Legend of the Millennium Dragon Synopsis
A 15-year-old boy goes 1200 years back in time to find his unlikely destiny as the savior to end the war between humans and demons.
Legend of the Millennium Dragon Plot
Legend of the Millennium Dragon opens in medieval Japan, with a full-blown battle between samurai, monks, and foot-soldiers against a whole force of demonic Oni. At first, the human forces are able to take some ground, but soon the Oni unleash powerful monsters and magic that force the humans back. It’s only the skills of the monk Gen’un (Shido Nakamura, Red Cliff) that saves the day.
Fast forward to present day where Jun Tendo (Kensho Ono, Ghost Hound), your typical shy middle school kid, is heading home. Along the way, he is attacked by an Oni, seeking refuge in a mysterious temple where he meets Gen’un. After some exposition (and a hallucination or two), Jun finds himself back in the Heian period of Japanese history in the city of Kyoto. Gen’un is convinced Jun has the power to unleash the dragon spirit that can destroy the Oni and end a raging war.
Loathe to jump into battle, Jun is not a fighter, but doesn’t have a choice as Oni invade Kyoto. Jun tries his best but is captured by the Oni, who reveal their true intentions. The more Jun learns about both sides in this war, the more he comes to believe that peace is possible. He must get the two sides to understand each other and work together, but Gen’un may have other reasons for wanting to unleash the dragon spirit…and Jun is the key.
Legend of the Millennium Dragon is one of those anime movies that is really pretty to look at but lacking in the substance department. If you are familiar with the whole “insecure young man is declared a savior and must overcome his fears to save the world” storyline, the plot holds no surprises. Once Jun is introduced, you know how the whole thing is going to play out. Luckily, the movie does have something else going for it.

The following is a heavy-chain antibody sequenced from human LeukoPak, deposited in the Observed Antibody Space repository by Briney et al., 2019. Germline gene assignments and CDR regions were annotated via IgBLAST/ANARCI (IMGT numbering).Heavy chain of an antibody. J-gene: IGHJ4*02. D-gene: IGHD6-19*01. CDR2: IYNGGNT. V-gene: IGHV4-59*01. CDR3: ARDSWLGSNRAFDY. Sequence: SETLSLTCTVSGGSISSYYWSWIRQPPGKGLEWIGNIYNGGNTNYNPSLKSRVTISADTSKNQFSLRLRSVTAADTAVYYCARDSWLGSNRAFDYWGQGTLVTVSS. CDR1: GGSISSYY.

The animation is impressive, specifically the backgrounds and battle scenes. The opening sequence with Gen’un and his men facing down the army of Oni is a perfect example. There is depth and detail in the surrounding countryside, the small village from which the Oni emerge, and the enormous statue of Buddha that forms the climax of the scene. The action is full of motion, from the rampaging Oni to the spear wielding foot soldiers. And the magic looks great; when Gen’un unleashes his powers, it’s quite a sight.
Legend of the Millennium Dragon has several excellent action set pieces, including the siege on Kyoto and Jun’s journey on the flying dragon spirit. But the film saves the best for last, as a full-blown army of monsters and magic collide in a mess of color, explosions, and fury.
Now keep in mind, this is all Star Wars-style violence, where we see hundreds of people killed, but nothing too gruesome or bloody. Monsters and living statues are graphically destroyed, but people are killed with the least amount of anime blood I’ve seen in quite a long time. Which leads me to believe Legend of the Millennium Dragon is targeted toward the pre-teen boy crowd.
What’s odd is that, as vibrant and impressive as those battle scenes are, and as detailed and gorgeous as the backgrounds can be, the character design is amazingly simplistic. It all ends up becoming distracting; since the surroundings are so rich, the characters look out of place.